HOUSTON — The Lyondell/Millennium polyolefins combo isn't planting any ``for sale'' signs just yet, in spite of industry speculation that some of the massive venture's holdings will have to go in order to maintain Lyondell's trademark low-cost strategy.
``Our goal is to understand these businesses and how best to operate them,'' Debra Starnes, Lyondell's senior vice president of petrochemicals, said in a Sept. 17 interview at her Houston office. ``We're not going into it with a plan to divest assets.''
The partnership, 57 percent of which is owned by Lyondell, creates a polymers entity that annually can crank out 3.4 billion pounds of high density polyethylene, 1.7 billion pounds of low density PE, 1.1 billion pounds of linear LDPE and 680 million pounds of polypropylene from eight sites on the Gulf Coast and in the Midwest. Its total PE production of 6.2 billion pounds ranks first in North America.
The company also will have an enormous feedstocks position, with 7.2 billion pounds of ethylene capacity and 2.2 billion pounds of propylene capacity.
The as-yet-unnamed venture will open for business Dec. 1 with offices in Houston. Its value is estimated at $5 billion, although it will carry debt of $1.75 billion.
Starnes, who also will serve as senior vice president of polyolefins in the new venture, acknowledged the presence of sell-off rumors, but she insisted Lyondell's management consists of ``operating people.''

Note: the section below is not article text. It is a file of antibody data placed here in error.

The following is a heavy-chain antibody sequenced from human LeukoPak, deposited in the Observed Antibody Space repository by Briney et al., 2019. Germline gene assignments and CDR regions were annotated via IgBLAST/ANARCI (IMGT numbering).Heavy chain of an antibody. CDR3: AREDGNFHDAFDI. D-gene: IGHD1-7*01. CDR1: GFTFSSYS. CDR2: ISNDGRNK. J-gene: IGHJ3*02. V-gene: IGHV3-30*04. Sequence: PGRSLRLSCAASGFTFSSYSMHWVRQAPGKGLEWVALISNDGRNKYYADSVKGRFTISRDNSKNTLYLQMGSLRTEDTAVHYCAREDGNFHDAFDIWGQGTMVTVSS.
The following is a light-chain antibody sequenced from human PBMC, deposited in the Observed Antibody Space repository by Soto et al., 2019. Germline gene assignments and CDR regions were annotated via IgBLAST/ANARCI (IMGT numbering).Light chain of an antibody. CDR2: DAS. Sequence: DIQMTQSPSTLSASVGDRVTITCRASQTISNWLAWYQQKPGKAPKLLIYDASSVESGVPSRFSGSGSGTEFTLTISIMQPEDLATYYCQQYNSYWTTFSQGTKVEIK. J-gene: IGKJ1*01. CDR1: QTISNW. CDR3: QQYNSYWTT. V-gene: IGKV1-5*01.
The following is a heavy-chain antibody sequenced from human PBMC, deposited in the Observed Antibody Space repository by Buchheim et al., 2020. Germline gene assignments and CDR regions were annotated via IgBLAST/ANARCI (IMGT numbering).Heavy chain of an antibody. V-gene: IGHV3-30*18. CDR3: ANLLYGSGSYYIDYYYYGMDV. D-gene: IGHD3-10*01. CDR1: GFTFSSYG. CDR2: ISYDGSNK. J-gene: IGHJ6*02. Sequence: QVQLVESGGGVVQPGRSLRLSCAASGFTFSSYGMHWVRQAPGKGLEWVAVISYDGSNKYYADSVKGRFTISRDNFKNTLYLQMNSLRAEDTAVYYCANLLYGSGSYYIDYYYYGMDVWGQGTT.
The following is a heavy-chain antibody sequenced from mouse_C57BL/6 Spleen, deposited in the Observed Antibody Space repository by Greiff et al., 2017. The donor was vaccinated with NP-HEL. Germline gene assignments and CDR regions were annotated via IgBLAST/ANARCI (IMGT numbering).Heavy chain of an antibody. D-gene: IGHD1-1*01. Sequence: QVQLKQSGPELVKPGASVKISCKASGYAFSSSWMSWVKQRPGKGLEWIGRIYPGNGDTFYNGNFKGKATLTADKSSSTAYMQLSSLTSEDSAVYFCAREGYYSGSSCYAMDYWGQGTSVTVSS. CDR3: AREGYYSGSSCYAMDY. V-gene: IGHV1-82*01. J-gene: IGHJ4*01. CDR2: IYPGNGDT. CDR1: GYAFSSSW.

``We're not in it as the financial type,'' she said. ``People think if a company has that large of a product line, some of the smaller businesses will get lost in the shuffle and the company will get rid of them, but our expectation is to add value through those businesses.''
Combining the Lyondell and Millennium product slates will allow the new firm to take ``a package of resins'' to buyers, according to Starnes.
``We'll be able to consolidate suppliers and multiple production sites will give security of supply to our customers,'' she said.
And what about Lyondell's hard-earned ``low-cost producer'' reputation?
``As we've acquired polymers businesses, we've been able to run the same philosophy,'' she said. ``We've stripped out layers of management so our employees have the ability to implement ideas without having to do a lot of checking with management.''
Industry observers across the board agreed the Lyondell/Millennium move was a good fit since it combined Lyondell's strong feedstock position with the sheer capacity volume Millennium commanded. At the same time, many companies would have been hesitant to take such a step with several economists predicting a trough period for the industry in 1998 and 1999.
Lyondell also sees the cycle coming down currently, but Starnes said the firm's concerns in that area are only tied to the standard ethylene cycle and are not long-term problems.
``We don't think it looks as if the U.S. economy is going into a deep recession and demand is going to fall off,'' Starnes said. ``There's a large supply in ethylene and, since that industry drives the market, we expect it to spill over into polymers.''
With a number of Millennium staff transferring from the firm's Cincinnati offices and sales, marketing and administrative staffs needing to be aligned, both firms have had their hands full lately. And there's still that matter of a name to be decided.
``Some of our employees have suggested we should call ourselves `Big Dog,''' Starnes said. ``But I don't think we're going to go with that one.''